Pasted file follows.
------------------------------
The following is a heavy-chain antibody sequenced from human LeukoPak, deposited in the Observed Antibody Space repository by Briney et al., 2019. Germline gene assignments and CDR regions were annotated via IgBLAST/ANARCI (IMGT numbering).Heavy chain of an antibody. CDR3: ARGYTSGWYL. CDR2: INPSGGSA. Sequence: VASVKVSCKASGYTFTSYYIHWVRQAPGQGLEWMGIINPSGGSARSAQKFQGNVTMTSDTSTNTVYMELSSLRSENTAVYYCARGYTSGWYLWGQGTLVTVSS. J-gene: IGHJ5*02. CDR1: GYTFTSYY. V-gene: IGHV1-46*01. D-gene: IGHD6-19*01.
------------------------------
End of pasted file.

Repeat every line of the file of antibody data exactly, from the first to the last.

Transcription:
The following is a heavy-chain antibody sequenced from human LeukoPak, deposited in the Observed Antibody Space repository by Briney et al., 2019. Germline gene assignments and CDR regions were annotated via IgBLAST/ANARCI (IMGT numbering).Heavy chain of an antibody. CDR3: ARGYTSGWYL. CDR2: INPSGGSA. Sequence: VASVKVSCKASGYTFTSYYIHWVRQAPGQGLEWMGIINPSGGSARSAQKFQGNVTMTSDTSTNTVYMELSSLRSENTAVYYCARGYTSGWYLWGQGTLVTVSS. J-gene: IGHJ5*02. CDR1: GYTFTSYY. V-gene: IGHV1-46*01. D-gene: IGHD6-19*01.